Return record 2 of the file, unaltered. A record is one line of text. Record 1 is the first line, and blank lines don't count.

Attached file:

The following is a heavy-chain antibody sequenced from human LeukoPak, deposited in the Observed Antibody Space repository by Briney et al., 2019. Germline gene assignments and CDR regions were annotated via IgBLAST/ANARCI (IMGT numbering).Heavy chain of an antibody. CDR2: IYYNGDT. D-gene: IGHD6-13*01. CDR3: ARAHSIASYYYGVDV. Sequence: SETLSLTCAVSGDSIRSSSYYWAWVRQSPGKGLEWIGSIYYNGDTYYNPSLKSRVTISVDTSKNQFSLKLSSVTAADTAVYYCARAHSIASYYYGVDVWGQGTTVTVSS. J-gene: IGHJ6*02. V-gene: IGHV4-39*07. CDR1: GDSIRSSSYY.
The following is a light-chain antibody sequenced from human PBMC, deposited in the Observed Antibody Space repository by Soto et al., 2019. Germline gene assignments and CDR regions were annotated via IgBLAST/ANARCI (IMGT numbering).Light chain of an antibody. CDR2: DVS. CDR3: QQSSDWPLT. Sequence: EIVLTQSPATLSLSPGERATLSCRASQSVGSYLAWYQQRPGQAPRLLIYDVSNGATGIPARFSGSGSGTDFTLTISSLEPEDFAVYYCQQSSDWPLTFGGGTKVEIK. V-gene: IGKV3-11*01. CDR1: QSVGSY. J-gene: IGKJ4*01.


The following is a light-chain antibody sequenced from human PBMC, deposited in the Observed Antibody Space repository by Soto et al., 2019. Germline gene assignments and CDR regions were annotated via IgBLAST/ANARCI (IMGT numbering).Light chain of an antibody. CDR2: DVS. CDR3: QQSSDWPLT. Sequence: EIVLTQSPATLSLSPGERATLSCRASQSVGSYLAWYQQRPGQAPRLLIYDVSNGATGIPARFSGSGSGTDFTLTISSLEPEDFAVYYCQQSSDWPLTFGGGTKVEIK. V-gene: IGKV3-11*01. CDR1: QSVGSY. J-gene: IGKJ4*01.